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Gym Shutdown Means No Showers For Homeless

An RV in Los Angeles. (Matt Tinoco/LAist)
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Shuttering libraries and gyms makes sense to minimize the transmission of COVID-19.

But thousands of homeless Angelenos rely on them for basic services, notably showers and internet access.

Officially, about 16,500 people live in vehicles in Los Angeles County. However, experts concede the actual number is likely several times higher.

Angelo Mike is one of those people. He’s lived in his Toyota Camry for more than 16 months. He's had a hard time finding work, something that’s now gotten even harder with the pandemic.

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“I haven’t been able to work from my laptop because the library’s closed. Normally I apply for jobs there.”

Applying for jobs and looking for other openings was typically the first and last thing he would do while on a library’s wi-fi. Since all the libraries closed on Friday, he’s been using his phone, which he can charge with his car.

But finding a place to shower is much harder. Until Sunday, he washed up daily at a Planet Fitness gym in the North San Fernando Valley.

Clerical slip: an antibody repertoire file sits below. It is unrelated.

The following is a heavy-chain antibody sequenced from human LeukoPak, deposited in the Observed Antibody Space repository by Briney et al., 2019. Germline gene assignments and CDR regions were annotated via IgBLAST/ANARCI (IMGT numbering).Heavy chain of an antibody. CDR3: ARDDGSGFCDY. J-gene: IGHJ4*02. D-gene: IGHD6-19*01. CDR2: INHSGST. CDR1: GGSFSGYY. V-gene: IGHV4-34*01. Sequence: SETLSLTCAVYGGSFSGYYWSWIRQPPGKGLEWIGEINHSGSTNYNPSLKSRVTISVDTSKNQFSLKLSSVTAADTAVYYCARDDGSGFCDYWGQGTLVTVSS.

On Monday it was closed. So he took what he called a “bird bath,” washing down with a one-and-a-half liter water bottle. First he wets, then shampoos with body wash, followed by a rinse.

“Then, [I] dry myself off with the towel, and I have a second towel laid down on the driver's seat of my car so I can sit on that without getting it all moldy and musty from the water.”

He says many are in this position, judging by the number of people who used to show up early to shower at the gym.

Though local governments are placing hand-washing stations at homeless camps, the question of where to shower remains unanswered.


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